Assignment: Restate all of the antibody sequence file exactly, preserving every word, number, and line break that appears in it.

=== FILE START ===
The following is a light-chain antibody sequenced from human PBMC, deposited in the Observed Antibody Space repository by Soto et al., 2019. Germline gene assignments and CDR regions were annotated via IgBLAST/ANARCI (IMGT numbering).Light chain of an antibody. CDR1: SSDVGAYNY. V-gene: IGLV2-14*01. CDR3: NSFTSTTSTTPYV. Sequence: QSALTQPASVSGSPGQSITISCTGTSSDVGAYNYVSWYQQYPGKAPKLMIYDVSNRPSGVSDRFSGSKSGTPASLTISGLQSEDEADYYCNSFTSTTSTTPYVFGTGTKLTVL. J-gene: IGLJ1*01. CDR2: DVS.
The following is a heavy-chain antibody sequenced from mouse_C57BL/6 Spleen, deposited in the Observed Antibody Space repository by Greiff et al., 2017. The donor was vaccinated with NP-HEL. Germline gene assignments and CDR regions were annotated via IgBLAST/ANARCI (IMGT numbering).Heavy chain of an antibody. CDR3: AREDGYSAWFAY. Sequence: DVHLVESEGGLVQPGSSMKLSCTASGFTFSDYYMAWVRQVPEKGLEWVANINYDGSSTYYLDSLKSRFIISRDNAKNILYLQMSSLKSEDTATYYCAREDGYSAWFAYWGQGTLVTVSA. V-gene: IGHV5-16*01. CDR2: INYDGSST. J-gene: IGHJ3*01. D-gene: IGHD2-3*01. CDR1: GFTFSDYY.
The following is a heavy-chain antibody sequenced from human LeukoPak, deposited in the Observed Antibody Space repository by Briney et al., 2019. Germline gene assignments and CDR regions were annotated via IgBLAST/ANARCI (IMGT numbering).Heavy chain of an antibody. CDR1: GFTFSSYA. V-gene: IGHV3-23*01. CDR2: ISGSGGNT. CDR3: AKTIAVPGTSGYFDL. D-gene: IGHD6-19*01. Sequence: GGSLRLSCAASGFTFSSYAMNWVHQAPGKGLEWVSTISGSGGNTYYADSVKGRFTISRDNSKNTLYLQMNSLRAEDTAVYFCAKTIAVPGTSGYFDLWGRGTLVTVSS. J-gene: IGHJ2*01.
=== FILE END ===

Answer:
The following is a light-chain antibody sequenced from human PBMC, deposited in the Observed Antibody Space repository by Soto et al., 2019. Germline gene assignments and CDR regions were annotated via IgBLAST/ANARCI (IMGT numbering).Light chain of an antibody. CDR1: SSDVGAYNY. V-gene: IGLV2-14*01. CDR3: NSFTSTTSTTPYV. Sequence: QSALTQPASVSGSPGQSITISCTGTSSDVGAYNYVSWYQQYPGKAPKLMIYDVSNRPSGVSDRFSGSKSGTPASLTISGLQSEDEADYYCNSFTSTTSTTPYVFGTGTKLTVL. J-gene: IGLJ1*01. CDR2: DVS.
The following is a heavy-chain antibody sequenced from mouse_C57BL/6 Spleen, deposited in the Observed Antibody Space repository by Greiff et al., 2017. The donor was vaccinated with NP-HEL. Germline gene assignments and CDR regions were annotated via IgBLAST/ANARCI (IMGT numbering).Heavy chain of an antibody. CDR3: AREDGYSAWFAY. Sequence: DVHLVESEGGLVQPGSSMKLSCTASGFTFSDYYMAWVRQVPEKGLEWVANINYDGSSTYYLDSLKSRFIISRDNAKNILYLQMSSLKSEDTATYYCAREDGYSAWFAYWGQGTLVTVSA. V-gene: IGHV5-16*01. CDR2: INYDGSST. J-gene: IGHJ3*01. D-gene: IGHD2-3*01. CDR1: GFTFSDYY.
The following is a heavy-chain antibody sequenced from human LeukoPak, deposited in the Observed Antibody Space repository by Briney et al., 2019. Germline gene assignments and CDR regions were annotated via IgBLAST/ANARCI (IMGT numbering).Heavy chain of an antibody. CDR1: GFTFSSYA. V-gene: IGHV3-23*01. CDR2: ISGSGGNT. CDR3: AKTIAVPGTSGYFDL. D-gene: IGHD6-19*01. Sequence: GGSLRLSCAASGFTFSSYAMNWVHQAPGKGLEWVSTISGSGGNTYYADSVKGRFTISRDNSKNTLYLQMNSLRAEDTAVYFCAKTIAVPGTSGYFDLWGRGTLVTVSS. J-gene: IGHJ2*01.